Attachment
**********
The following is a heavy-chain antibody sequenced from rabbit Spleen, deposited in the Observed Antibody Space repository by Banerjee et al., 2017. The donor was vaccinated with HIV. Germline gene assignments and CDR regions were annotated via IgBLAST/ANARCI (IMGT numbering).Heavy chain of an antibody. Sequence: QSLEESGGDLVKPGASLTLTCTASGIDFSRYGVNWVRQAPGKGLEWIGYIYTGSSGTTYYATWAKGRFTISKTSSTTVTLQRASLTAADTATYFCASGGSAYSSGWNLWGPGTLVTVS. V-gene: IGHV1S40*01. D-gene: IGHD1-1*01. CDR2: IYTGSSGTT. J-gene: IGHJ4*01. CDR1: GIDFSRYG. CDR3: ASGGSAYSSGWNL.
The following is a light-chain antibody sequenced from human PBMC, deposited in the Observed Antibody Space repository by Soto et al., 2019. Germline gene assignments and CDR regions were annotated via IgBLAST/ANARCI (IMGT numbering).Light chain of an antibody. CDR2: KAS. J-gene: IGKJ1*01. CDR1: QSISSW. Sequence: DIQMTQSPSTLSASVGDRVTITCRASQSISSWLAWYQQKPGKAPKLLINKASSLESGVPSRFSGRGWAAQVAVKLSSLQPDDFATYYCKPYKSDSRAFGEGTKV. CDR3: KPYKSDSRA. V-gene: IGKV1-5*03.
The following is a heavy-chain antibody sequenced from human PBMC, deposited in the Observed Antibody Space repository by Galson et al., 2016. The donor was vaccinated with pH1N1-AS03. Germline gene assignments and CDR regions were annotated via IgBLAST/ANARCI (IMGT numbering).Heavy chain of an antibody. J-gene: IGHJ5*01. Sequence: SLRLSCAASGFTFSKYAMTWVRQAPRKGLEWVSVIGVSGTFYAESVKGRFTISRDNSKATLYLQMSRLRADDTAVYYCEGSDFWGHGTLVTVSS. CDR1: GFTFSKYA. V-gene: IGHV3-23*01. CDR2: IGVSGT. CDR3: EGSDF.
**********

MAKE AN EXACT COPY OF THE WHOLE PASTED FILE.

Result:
The following is a heavy-chain antibody sequenced from rabbit Spleen, deposited in the Observed Antibody Space repository by Banerjee et al., 2017. The donor was vaccinated with HIV. Germline gene assignments and CDR regions were annotated via IgBLAST/ANARCI (IMGT numbering).Heavy chain of an antibody. Sequence: QSLEESGGDLVKPGASLTLTCTASGIDFSRYGVNWVRQAPGKGLEWIGYIYTGSSGTTYYATWAKGRFTISKTSSTTVTLQRASLTAADTATYFCASGGSAYSSGWNLWGPGTLVTVS. V-gene: IGHV1S40*01. D-gene: IGHD1-1*01. CDR2: IYTGSSGTT. J-gene: IGHJ4*01. CDR1: GIDFSRYG. CDR3: ASGGSAYSSGWNL.
The following is a light-chain antibody sequenced from human PBMC, deposited in the Observed Antibody Space repository by Soto et al., 2019. Germline gene assignments and CDR regions were annotated via IgBLAST/ANARCI (IMGT numbering).Light chain of an antibody. CDR2: KAS. J-gene: IGKJ1*01. CDR1: QSISSW. Sequence: DIQMTQSPSTLSASVGDRVTITCRASQSISSWLAWYQQKPGKAPKLLINKASSLESGVPSRFSGRGWAAQVAVKLSSLQPDDFATYYCKPYKSDSRAFGEGTKV. CDR3: KPYKSDSRA. V-gene: IGKV1-5*03.
The following is a heavy-chain antibody sequenced from human PBMC, deposited in the Observed Antibody Space repository by Galson et al., 2016. The donor was vaccinated with pH1N1-AS03. Germline gene assignments and CDR regions were annotated via IgBLAST/ANARCI (IMGT numbering).Heavy chain of an antibody. J-gene: IGHJ5*01. Sequence: SLRLSCAASGFTFSKYAMTWVRQAPRKGLEWVSVIGVSGTFYAESVKGRFTISRDNSKATLYLQMSRLRADDTAVYYCEGSDFWGHGTLVTVSS. CDR1: GFTFSKYA. V-gene: IGHV3-23*01. CDR2: IGVSGT. CDR3: EGSDF.